Cobalt Phosphate As an Oxygen Evolution Reaction (OER) Catalyst

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cobalt phosphate is a solid chemical compound with the formula CoPO4. It is a member of the family of transition metal phosphides and is an attractive material for oxygen evolution reaction (OER) electrocatalysis due to its excellent intrinsic stability. [1] In recent years, various Co-based phosphides have been developed as efficient precatalysts for the OER in alkaline medium. [2] These materials exhibit superior stability and performance compared to conventional IrO2-based catalysts. [3] However, the structural features and mechanisms governing their activity remain unclear.

To enhance the understanding of their mechanism and provide a basis for future design, we report an investigation on the structure and properties of a novel 2D nanosheet-like ammonium cobalt phosphate hydrate (NH4CoPO4*H2O) catalyst for OER in alkaline saline solution. Our results demonstrate that NH4CoPO4*H2O achieves current density of 10 mA cm-2 at record low overpotentials of only 265 and 252 mV in 1.0 m KOH and simulated seawater electrolytes, respectively. Furthermore, the optimal thin NH4CoPO4*H2O nanosheets exhibit remarkable stability during continuous 20 h OER in the challenging alkaline saline solution environment.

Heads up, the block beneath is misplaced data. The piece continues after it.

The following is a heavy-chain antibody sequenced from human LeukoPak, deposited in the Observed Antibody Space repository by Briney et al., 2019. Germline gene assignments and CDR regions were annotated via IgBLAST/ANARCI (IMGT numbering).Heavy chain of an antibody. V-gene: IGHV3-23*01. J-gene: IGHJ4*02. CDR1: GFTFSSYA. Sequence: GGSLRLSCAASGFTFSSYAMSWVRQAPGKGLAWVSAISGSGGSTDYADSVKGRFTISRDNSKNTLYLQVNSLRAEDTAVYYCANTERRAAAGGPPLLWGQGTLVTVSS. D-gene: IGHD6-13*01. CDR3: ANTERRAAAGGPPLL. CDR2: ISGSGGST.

The synthesis and characterization of the catalyst were performed in one step at room temperature using different raw materials. Structural characterization was performed by X-ray diffraction, scanning electron microscopy, and X-ray photoelectron spectroscopy. The structural analysis revealed that NH4CoPO4*H2O consists of Co (II) ions encapsulated in a distorted tetrahedral structure with edge-sharing CoO6 octahedra similar to those found in cobaltates. This octahedral structure contributes to the excellent intrinsic stability of the NH4CoPO4*H2O in alkaline saline solution.